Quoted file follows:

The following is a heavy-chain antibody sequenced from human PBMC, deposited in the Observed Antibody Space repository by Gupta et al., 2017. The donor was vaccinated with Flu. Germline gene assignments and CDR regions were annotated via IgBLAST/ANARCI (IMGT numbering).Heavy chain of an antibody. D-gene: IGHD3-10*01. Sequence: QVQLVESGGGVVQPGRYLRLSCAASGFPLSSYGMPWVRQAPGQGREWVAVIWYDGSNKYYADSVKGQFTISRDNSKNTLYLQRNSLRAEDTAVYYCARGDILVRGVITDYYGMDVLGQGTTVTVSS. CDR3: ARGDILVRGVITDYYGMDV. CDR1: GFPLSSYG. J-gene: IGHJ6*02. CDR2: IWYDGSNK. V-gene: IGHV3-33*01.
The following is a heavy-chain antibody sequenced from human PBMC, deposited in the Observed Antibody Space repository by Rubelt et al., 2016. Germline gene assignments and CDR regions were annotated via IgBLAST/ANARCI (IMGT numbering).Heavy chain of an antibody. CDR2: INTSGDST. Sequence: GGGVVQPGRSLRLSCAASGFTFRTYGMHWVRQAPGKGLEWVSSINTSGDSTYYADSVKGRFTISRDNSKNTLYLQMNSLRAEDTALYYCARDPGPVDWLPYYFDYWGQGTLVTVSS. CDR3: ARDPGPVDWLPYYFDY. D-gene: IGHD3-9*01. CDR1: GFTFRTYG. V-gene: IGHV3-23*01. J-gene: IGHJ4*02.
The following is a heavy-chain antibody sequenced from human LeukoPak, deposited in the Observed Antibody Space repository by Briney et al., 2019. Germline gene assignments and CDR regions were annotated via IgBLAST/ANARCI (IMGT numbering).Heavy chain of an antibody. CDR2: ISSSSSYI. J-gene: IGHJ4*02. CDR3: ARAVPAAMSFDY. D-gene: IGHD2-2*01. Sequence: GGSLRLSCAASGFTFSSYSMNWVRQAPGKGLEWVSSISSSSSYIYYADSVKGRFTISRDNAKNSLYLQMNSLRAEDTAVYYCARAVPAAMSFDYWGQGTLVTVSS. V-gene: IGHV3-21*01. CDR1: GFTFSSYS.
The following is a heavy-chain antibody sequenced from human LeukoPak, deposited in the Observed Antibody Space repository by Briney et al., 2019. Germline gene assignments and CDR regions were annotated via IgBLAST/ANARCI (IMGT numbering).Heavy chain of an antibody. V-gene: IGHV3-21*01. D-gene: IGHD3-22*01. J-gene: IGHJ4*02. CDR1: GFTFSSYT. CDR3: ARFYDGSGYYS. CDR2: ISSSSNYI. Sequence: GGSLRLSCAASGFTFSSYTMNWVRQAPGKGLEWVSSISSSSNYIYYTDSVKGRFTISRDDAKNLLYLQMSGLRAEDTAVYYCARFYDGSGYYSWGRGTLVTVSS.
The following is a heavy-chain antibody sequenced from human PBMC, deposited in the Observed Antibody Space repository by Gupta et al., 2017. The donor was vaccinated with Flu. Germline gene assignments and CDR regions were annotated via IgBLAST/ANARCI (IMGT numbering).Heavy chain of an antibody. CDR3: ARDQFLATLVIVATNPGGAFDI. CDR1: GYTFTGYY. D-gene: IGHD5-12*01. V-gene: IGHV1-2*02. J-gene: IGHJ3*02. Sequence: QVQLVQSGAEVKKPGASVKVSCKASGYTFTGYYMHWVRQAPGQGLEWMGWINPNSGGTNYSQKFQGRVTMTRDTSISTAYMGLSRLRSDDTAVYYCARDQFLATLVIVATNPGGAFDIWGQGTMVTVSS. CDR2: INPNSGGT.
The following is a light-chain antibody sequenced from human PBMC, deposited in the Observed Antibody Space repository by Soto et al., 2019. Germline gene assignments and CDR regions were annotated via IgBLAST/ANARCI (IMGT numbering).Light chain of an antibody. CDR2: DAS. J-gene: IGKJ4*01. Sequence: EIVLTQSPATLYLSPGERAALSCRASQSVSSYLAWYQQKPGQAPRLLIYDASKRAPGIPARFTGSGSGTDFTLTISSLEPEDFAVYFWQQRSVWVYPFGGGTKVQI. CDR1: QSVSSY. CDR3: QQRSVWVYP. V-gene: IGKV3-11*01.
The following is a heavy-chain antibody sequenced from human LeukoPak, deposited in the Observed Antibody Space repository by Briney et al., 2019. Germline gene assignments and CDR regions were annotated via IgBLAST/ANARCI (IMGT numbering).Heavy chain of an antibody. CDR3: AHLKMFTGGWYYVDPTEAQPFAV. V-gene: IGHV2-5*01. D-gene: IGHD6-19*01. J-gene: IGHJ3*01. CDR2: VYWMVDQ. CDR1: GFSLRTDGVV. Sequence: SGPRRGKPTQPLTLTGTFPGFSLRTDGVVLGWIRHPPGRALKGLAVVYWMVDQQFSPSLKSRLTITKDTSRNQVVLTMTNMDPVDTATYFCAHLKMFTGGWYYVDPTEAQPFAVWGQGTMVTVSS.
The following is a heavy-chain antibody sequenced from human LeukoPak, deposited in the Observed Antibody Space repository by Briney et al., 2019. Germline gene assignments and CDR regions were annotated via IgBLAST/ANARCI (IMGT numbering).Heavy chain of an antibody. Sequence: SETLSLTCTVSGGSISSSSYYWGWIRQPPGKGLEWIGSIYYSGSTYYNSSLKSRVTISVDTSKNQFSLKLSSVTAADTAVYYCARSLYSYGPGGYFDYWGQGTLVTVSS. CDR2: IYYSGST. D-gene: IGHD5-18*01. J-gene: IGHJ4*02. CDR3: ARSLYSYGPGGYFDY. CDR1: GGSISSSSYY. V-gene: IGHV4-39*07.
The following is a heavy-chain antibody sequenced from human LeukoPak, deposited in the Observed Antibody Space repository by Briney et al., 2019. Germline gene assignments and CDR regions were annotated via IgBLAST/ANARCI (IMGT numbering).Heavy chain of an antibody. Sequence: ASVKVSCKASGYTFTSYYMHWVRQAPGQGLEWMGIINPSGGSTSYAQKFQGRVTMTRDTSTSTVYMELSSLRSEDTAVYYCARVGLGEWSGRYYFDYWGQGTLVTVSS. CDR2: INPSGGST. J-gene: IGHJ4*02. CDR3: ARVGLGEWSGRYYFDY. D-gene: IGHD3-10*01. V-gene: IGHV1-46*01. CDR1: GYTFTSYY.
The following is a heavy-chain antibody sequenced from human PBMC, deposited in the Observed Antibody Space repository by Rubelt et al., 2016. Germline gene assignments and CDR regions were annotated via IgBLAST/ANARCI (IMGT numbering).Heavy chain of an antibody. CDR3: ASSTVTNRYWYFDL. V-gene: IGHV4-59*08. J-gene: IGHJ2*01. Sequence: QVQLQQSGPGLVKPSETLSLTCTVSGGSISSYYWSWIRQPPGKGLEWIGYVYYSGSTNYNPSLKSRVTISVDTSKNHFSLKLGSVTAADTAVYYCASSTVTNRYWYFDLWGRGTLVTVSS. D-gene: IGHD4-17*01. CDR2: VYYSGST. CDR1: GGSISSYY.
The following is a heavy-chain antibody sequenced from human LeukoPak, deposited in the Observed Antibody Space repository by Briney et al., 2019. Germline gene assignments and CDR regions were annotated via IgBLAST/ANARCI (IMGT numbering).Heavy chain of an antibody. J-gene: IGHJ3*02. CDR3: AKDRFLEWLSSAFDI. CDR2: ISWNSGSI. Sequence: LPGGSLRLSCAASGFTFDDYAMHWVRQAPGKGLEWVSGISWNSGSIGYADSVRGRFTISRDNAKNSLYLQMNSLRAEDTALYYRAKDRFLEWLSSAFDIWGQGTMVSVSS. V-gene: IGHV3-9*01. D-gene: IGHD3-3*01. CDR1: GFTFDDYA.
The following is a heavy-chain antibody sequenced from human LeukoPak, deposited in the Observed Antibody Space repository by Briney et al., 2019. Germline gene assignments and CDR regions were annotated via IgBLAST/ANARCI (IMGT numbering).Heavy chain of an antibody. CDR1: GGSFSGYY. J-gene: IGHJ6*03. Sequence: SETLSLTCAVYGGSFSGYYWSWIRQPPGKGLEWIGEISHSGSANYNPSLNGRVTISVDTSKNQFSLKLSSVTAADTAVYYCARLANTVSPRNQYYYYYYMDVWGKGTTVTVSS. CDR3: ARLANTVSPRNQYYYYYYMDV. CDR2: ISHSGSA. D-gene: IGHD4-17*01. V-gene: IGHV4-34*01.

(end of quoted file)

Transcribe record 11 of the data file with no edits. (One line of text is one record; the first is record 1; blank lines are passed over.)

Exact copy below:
The following is a heavy-chain antibody sequenced from human LeukoPak, deposited in the Observed Antibody Space repository by Briney et al., 2019. Germline gene assignments and CDR regions were annotated via IgBLAST/ANARCI (IMGT numbering).Heavy chain of an antibody. J-gene: IGHJ3*02. CDR3: AKDRFLEWLSSAFDI. CDR2: ISWNSGSI. Sequence: LPGGSLRLSCAASGFTFDDYAMHWVRQAPGKGLEWVSGISWNSGSIGYADSVRGRFTISRDNAKNSLYLQMNSLRAEDTALYYRAKDRFLEWLSSAFDIWGQGTMVSVSS. V-gene: IGHV3-9*01. D-gene: IGHD3-3*01. CDR1: GFTFDDYA.